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June 16, 2005

Philippians Overview

I'm giving an overview of the book of Philippians tonight. My outline is below the fold. Any Bible scholars (or not) care to comment, please feel free. It's only my second study, so go easy ;-).


Paul the apostle.


A letter to the church in Philippi.


Imprisoned. Most agree it was in Rome.


Around 59-61 AD.


How did the church start?

During Paul’s “second missionary journey” (49 AD), Paul with Luke, Timothy, and Silas sailed for Europe in response to a vision (Acts 16: 5-12). Note that Paul did not choose Philippi. They tried to preach in Phrygia and the region of Galatia, but the Spirit prevented them. Same thing in Bithynia, Mysia.

While in Philippi, Paul met Lydia “a seller of Purple” (Acts 16:14-15) and cast out a demon in a slave girl (Acts 16: 18). The demon brought her masters profit and seeing the profit potential lost, the masters dragged Paul and Silas to authorities in the marketplace (Acts 16:19). Paul and Silas were beaten and thrown into prison (Acts 16:23-24), where they prayed and sang hymns at midnight (Acts 16:25).

God sent an earthquake and the jailer got baptized (Acts 16:30-34). Word came that Paul and Silas were to be freed, but Paul did not want to be released secretly, for they were Romans who were beaten in public (Acts 16:37). The magistrates were afraid and went to Paul and Silas in person, begging them to leave (16: 38-39). They went back to Lydia’s house before departing Philippi (16:40).

According to Daniel Wallace, New Testament professor at Dallas Theological Seminary, Paul may have left Luke in charge of the work in Philippi because the “we” changes to “they” in the original language once Paul heads to Thessalonica (17:1). Timothy may have also been left briefly with Luke before heading to Thessalonica (from a reconstruction of 1,2 Thess.).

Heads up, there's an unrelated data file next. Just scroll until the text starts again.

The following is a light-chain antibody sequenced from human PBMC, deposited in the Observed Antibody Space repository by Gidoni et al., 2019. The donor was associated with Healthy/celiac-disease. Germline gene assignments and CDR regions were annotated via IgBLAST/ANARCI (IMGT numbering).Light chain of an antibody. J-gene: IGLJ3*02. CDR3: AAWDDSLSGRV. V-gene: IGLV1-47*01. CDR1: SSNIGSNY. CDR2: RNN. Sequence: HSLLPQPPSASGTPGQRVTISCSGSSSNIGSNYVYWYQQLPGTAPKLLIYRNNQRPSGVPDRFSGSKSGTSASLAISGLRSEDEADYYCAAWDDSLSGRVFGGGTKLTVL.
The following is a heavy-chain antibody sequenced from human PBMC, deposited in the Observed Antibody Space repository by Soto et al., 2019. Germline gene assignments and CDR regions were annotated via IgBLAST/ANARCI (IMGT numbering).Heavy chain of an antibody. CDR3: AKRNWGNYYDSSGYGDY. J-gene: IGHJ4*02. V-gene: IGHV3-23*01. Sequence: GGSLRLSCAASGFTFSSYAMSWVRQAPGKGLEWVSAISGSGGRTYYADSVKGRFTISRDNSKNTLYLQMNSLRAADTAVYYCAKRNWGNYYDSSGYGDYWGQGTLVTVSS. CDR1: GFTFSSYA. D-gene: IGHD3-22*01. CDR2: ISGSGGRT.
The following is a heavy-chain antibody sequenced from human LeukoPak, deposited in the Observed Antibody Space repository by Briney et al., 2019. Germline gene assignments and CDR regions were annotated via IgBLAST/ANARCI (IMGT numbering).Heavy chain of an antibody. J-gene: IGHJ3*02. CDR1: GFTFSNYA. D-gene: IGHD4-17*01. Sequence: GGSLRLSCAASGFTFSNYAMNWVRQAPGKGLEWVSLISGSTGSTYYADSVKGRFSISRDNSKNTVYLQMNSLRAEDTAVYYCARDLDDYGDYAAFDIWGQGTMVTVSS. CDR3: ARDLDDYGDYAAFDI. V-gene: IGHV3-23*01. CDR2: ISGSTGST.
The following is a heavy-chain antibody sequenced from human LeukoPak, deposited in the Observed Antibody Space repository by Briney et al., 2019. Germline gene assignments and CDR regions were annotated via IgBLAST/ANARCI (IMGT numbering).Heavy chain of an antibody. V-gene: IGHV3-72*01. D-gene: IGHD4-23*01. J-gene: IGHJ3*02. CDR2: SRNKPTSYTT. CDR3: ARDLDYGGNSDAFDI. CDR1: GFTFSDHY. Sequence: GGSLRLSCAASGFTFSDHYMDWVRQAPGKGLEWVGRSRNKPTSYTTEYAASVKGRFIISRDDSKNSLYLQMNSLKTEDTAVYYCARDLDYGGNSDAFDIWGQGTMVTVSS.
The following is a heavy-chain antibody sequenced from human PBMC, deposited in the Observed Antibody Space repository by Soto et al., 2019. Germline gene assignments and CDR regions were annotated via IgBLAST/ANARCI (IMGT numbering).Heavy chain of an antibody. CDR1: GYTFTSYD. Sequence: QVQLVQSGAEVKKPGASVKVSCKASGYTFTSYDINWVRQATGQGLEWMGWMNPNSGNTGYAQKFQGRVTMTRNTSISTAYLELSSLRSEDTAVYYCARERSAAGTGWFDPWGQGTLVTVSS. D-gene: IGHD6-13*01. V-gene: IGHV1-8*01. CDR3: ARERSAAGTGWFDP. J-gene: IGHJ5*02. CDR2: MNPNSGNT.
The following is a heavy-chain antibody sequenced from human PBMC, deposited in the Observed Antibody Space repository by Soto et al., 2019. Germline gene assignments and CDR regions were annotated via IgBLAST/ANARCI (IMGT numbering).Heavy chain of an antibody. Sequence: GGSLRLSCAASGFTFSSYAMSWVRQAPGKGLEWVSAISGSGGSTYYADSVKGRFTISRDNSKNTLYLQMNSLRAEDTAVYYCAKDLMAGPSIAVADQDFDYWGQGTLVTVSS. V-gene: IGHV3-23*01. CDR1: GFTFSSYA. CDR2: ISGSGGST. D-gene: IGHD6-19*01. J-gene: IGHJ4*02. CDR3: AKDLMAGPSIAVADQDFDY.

While in Thessalonica, the Philippians sent Paul funds (Phi: 4-15-16). Paul eventually ended up in Corinth, and the Philippians sent him aid (2 Cor. 11:7-9).

By the time of Paul’s 3rd missionary journey, he had stirred the pot a bit and began to draw detractors, the Judaizers. Galatians Ch 2 is a good example.

Paul spent three years in Ephesus (52-55 AD or so) and began raising funds for his trip to Jerusalem. 2 Cor 8:1-4 discusses the liberal giving of the churches in Macedonia – almost certainly inclusive of the church at Philippi – despite their deep poverty.

Paul made it to Jerusalem (Acts 21: 17-19), but was arrested and sent to jail in Caesarea. The Philippians didn’t seem to know what became of him, but there are indications that they wanted to help out (Phil. 4:10). The churches may have learned of Paul’s fate when he appealed to Caesar and sailed to Rome for trial (Acts 25: 10-12; 27:1), because the Philippians sent Epaphroditus to Rome with gifts (Phil. 4:18).

It is thought that Epaphroditus brought more than gifts. He may have brought word of the condition of the church and questions about how best to handle various situations. They also may have asked for Timothy by name (Phil. 2:19) and Paul may have sensed that they would be disappointed with his decision to return Epaphroditus (Pg. 418 of the Message).

It is with this context that Paul drafts his letter to Philippians.


Why did Paul write the letter?

Paul's letter to the Philippians is an outburst of love bundled with words of comfort, joy, rebuke, encouragement, exhortation – and a bit of doctrine thrown in for kicks.